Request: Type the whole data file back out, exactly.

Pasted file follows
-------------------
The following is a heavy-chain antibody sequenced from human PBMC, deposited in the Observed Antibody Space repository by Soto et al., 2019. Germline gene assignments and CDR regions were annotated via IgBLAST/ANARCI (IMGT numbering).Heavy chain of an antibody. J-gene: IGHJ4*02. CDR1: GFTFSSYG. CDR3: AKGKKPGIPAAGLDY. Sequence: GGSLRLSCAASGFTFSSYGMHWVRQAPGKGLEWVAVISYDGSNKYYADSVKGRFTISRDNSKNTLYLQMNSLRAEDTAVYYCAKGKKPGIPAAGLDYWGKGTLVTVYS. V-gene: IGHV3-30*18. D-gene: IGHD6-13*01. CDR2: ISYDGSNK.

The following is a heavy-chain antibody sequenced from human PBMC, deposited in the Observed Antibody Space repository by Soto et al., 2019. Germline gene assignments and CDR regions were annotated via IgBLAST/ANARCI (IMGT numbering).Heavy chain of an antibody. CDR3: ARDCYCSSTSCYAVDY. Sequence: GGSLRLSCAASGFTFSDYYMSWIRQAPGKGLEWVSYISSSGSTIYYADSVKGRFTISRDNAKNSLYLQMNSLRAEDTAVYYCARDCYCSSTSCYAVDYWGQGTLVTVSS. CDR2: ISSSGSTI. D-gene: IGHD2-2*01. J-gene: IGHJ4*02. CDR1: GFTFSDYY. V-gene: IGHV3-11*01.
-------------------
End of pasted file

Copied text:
The following is a heavy-chain antibody sequenced from human PBMC, deposited in the Observed Antibody Space repository by Soto et al., 2019. Germline gene assignments and CDR regions were annotated via IgBLAST/ANARCI (IMGT numbering).Heavy chain of an antibody. J-gene: IGHJ4*02. CDR1: GFTFSSYG. CDR3: AKGKKPGIPAAGLDY. Sequence: GGSLRLSCAASGFTFSSYGMHWVRQAPGKGLEWVAVISYDGSNKYYADSVKGRFTISRDNSKNTLYLQMNSLRAEDTAVYYCAKGKKPGIPAAGLDYWGKGTLVTVYS. V-gene: IGHV3-30*18. D-gene: IGHD6-13*01. CDR2: ISYDGSNK.

The following is a heavy-chain antibody sequenced from human PBMC, deposited in the Observed Antibody Space repository by Soto et al., 2019. Germline gene assignments and CDR regions were annotated via IgBLAST/ANARCI (IMGT numbering).Heavy chain of an antibody. CDR3: ARDCYCSSTSCYAVDY. Sequence: GGSLRLSCAASGFTFSDYYMSWIRQAPGKGLEWVSYISSSGSTIYYADSVKGRFTISRDNAKNSLYLQMNSLRAEDTAVYYCARDCYCSSTSCYAVDYWGQGTLVTVSS. CDR2: ISSSGSTI. D-gene: IGHD2-2*01. J-gene: IGHJ4*02. CDR1: GFTFSDYY. V-gene: IGHV3-11*01.